Speaking from Johannesburg, leading anti-apartheid activist and former South African Intelligence Minister Ronnie Kasrils discusses the evolution of the African National Congress’ economic views from its time as a liberation movement to leading South Africa after the fall of apartheid. Kasrils says the ANC was forced to make a "Faustian pact" with neoliberalism in order to bring apartheid to an end and avoid civil war. He also discusses recent reports that Mandela was a member of the South African Communist Party. Kasrils was on the National Executive Committee of the ANC for 20 years, serving as minister for intelligence services from 2004 to 2008.
This is a rush transcript. Copy may not be in its final form.
JUAN GONZÁLEZ: Ronnie Kasrils, you mentioned this whole dynamic of those few white South Africans who joined with or became part of the ANC. I’m wondering how extensive was the involvement of white revolutionaries and radicals in the movement. Did you have the kind of tensions within the ANC that obviously developed in the United States and other parts of the world as the Black Power or Black Consciousness Movement developed? Were there splits that began developing between the white comrades and the African or black comrades? And how did you work those out?
RONNIE KASRILS: OK, I think there’s quite a lot of similarities, to a degree—obviously, no places are the same—between America’s experience—and I’m thinking of the Deep South, the struggle against slavery and for civil rights and those experiences of African Americans that I’ve referred to that faced people in South Africa.
And then, in terms of the nonracial nature of the struggle, the numbers of whites who became involved were really few. They were exceptional people, people of great quality and education and bravery, like Bram Fischer and Ruth First or Joe Slovo. They had been in the Communist Party, which started off in the 1920s as basically a—basically white involvement of a few hundred people. It was never big. And they tended to come from the British trade union movement, on the one hand, and, as in America, as immigrants out of Eastern Europe, and particularly Tsarist Russia, a lot of Jewish people who had some background with the Mensheviks or the Bolsheviks or the Jewish Bund of the Russian Empire. So, it was a party that starts off that way.
But by the '30s and the ’40s, with the large influx of black workers, it begins to change. And black workers, like Moses Kotane, J.B. Marks, Duma Nokwe, come to the fore. They also are African nationalists. And the thing is, they were able to also be members and became leaders, with the likes of nationalists like Mandela and Tambo of the African National Congress. So, initially, in the period of the ’40s and into the ’50s, there was quite a lot of tension. And Mandela is a perfect example or reflection of this. As an African nationalist, he is a bit weary of the communists, and particularly those with the white skin. He regards Marxism in that early period as something that's outside of Africa, and therefore foreign. And he’s very typical of African nationalism with those particular fears. There’s a white Liberal Party led by Alan Paton that tends to be anti-communist, that is not as active as the white communists and, in terms of its goals, doesn’t even accept full universal franchise. So, as the African National Congress, under Mandela and Tambo, into the ’50s begins to become very active, highly militant, and mobilizes by the tens of thousands, the African people of whom huge percentage tends to be people from labor, working-class people, and so the character of that African National Congress and its leaders, like Mandela, begins to change.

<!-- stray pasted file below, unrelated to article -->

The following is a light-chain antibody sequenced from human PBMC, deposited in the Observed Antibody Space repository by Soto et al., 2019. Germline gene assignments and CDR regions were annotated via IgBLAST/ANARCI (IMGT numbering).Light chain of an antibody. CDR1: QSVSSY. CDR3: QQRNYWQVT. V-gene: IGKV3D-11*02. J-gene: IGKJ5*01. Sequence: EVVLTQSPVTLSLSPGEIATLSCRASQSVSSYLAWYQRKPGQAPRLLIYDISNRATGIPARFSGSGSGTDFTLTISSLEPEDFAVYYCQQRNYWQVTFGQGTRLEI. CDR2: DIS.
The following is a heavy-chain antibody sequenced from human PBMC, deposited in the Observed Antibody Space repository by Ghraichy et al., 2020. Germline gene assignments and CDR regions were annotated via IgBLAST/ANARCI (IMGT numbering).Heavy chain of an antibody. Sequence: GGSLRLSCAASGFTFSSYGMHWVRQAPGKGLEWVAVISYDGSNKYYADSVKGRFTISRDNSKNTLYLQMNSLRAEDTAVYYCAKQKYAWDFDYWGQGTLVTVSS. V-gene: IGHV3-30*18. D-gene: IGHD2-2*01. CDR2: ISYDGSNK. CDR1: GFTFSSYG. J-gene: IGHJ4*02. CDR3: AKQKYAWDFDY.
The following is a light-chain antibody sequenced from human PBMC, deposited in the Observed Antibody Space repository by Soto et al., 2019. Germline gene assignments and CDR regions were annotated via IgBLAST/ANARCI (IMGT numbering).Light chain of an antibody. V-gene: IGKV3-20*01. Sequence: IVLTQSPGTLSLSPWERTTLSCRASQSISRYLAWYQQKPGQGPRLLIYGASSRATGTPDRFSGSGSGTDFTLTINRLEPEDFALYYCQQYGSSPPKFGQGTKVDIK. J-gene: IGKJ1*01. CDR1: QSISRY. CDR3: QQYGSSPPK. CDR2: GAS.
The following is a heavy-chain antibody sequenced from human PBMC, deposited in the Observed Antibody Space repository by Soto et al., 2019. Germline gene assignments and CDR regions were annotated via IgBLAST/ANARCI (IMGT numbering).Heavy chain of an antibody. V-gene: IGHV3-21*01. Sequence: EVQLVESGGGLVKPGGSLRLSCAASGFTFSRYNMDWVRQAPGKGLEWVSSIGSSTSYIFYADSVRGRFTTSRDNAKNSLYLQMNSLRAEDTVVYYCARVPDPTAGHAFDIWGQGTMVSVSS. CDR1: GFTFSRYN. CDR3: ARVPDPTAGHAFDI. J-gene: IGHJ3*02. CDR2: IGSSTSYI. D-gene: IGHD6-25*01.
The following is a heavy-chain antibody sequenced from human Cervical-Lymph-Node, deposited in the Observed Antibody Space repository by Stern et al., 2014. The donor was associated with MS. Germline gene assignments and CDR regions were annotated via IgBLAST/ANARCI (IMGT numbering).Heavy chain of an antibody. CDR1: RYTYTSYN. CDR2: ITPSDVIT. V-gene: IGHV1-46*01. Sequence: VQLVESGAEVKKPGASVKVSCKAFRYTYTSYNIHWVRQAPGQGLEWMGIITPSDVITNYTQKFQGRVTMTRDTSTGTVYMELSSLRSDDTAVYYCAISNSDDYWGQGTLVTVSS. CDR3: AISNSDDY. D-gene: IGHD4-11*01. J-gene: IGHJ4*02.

And the big error that Afrikaans nationalism makes is that it deals with the communists, black or white, and the nationalists, the African nationalists, in the same way, and they repressed, and they banned, and they house-arrested, and they imprisoned. So, the two come together. I—instead of going for the black-white race aspect, let’s think of South Africa as having two deep cleavages: that of race, the black-white divide, and that of class, capital and labor. And these two divides—one which gives rise to trade unions, to socialists and the Communist Party; the other, the race divide or national oppression of black people—gives rise to the African nationalism, under the repression of apartheid and backed up by its courts and jails and judges and, of course, the brutality of its police and army. So the two cleavages—the divides and those who reflect them—come closer together. And I would say that’s a period when Mandela casts off his suspicion of the communists and even an element of anti-communism, and a tremendous unity emerges in the struggle of the ’50s.
The defiance campaign, defiance of unjust laws, some have similarities with the American civil rights movement, where blacks and whites, volunteers led by Mandela, would go and occupy whites-only spaces in the post offices, in the railway stations, the park benches—all these everyday manifestations of apartheid. People were thrown into jail, and very, very seriously—very serious laws were passed, like five years’ jail sentence for a black man sitting on a white man’s bench in a park, and vice versa. And—
AMY GOODMAN: Ronnie Kasrils, let me ask you—
RONNIE KASRILS: —this leads to—yeah.
AMY GOODMAN: Was President—did Nelson Mandela become a communist?
RONNIE KASRILS: Well, you know, this, at this particular point in time, has become something of an issue because of a book written by a British observer called Stephen Ellis. I’ve just been checking the book again. And I would say that there are pretty strong clues to indicate that for a short period, possibly in the late '50s into the early ’60s, that Mandela was very impressed with people like Slovo and Mick Harmel and Ruth First and others. And what I had understood as a young person joining the Communist Party, becoming very close to Joe Slovo, particularly, that people like Walter Sisulu and him, as with Somora Machel or any leader in the African armed struggles, wanted to know what Marxism was about, what was there from this revolutionary theory and programs of action that they could learn. So, it's a very short period when there is, I would say, a closing of Mandela’s connection, or of, rather, perhaps coming about.
Mandela, however, has denied it. And I think whatever—there are a couple of people who allege such from our movement, who say that, "Well, he was in the Communist Party." There’s no documentation. He certainly became close in that period. But, for me, since Mandela has stated many times that he wasn’t formally a member, I think we’ve got to accept that. There’s no other real conclusive proof. But even if he had been, the point is that it was a brief period. Now, as someone in that Communist Party, I wouldn’t make apologies. You know, Sisulu, Mandela—there were great people who joined, like Govan Mbeki and Walter—and Moses Kotane. But Mandela certainly showed that he was sympathetic. He was very full of respect for those communists, who he—